FoMo for CoMo: A guide to Google’s Consent Mode

Your guide to Google’s Consent Mode product, ahead of the March deadline.

What is Consent Mode?

Consent Mode (CoMo) is a measurement solution from Google that counteracts data loss from data privacy regulations. CoMo enables Cookie Management Platforms (CMP) to integrate with Google Ads services. Google has set deadlines for 6th March and 31st December to ensure compliance for advertisers in the UK & EEA.

CoMo uses data aggregation to fill in data blind spots

When a user declines cookies, we lose sight of actions that user takes on site. CoMo processes opted-in users in the normal way, and processes opted-out users in an anonymised form. CoMo uses the data from opted-in users to model the likely purchase behaviour of the opted-out users.

Google’s Consent Mode models the purchase behaviour of visitors who opt-out of cookies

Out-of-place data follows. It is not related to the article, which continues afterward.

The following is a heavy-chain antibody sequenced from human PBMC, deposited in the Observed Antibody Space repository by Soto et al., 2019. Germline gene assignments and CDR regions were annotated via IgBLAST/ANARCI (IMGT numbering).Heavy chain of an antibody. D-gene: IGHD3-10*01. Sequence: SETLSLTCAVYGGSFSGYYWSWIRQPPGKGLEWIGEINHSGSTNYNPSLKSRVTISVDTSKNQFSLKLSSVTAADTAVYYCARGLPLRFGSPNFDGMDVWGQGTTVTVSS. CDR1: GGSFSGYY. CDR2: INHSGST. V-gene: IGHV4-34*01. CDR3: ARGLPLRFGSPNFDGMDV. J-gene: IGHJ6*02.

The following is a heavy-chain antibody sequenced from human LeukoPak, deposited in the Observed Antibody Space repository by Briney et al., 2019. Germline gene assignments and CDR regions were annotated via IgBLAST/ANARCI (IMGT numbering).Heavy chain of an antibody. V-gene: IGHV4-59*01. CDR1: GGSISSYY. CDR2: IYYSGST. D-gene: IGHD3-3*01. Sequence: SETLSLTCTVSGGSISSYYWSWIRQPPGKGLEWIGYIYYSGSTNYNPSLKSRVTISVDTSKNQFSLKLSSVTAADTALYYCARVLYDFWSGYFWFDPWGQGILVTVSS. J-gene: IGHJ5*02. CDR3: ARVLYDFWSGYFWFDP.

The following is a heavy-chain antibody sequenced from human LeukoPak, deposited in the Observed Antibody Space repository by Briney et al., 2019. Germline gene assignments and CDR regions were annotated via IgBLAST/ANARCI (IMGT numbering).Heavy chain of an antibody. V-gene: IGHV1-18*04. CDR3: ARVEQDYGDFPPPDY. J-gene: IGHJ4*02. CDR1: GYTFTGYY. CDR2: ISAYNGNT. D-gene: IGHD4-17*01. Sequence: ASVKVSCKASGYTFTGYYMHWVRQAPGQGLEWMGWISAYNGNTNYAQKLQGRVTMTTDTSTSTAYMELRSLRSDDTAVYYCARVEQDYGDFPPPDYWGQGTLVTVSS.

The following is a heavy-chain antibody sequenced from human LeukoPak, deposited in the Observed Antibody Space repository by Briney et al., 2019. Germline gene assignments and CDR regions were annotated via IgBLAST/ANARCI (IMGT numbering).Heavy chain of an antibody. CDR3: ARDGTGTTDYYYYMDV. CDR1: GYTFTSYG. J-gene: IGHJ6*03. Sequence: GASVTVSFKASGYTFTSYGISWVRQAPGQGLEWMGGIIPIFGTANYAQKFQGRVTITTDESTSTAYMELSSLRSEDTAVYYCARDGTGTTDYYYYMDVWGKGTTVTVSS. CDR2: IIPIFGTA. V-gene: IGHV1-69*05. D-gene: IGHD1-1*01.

Why use consent mode?

Using CoMo allows us to see the full picture of our advertising efforts across Google. Initially, this will help us “fill in the gaps” for data we have missed. In time, this will train our bid strategies to be more effective.

If that’s not a good enough reason, then the threat of losing your remarketing audiences across Google should be!

And, as if we needed a third reason to implement CoMo, Google Ads Product Liaison Ginny Marvin recently suggested that advertisers could see their accounts suspended.

customers who fail to comply with the EU user consent policy, risk having their accounts limited or suspended and/or their agreement terminated.

However, there are potential drawbacks. Many website owners are using Cookie Management Platforms (CMPs) – but not all CMPs are compliant. Many consent banners give the appearance of providing consent options – but don’t actually update with the users’ choice. This in mind, some websites updating their CMPs to become compliant may result in data loss for other advertising platforms, like Meta and TikTok.

When are the Consent Mode deadlines?

The updates to CoMo will impact “all Google Ads Services” including Google Ads, GA4 and activity using Floodlights (eg DV360).

There are 2 key deadlines for consent mode: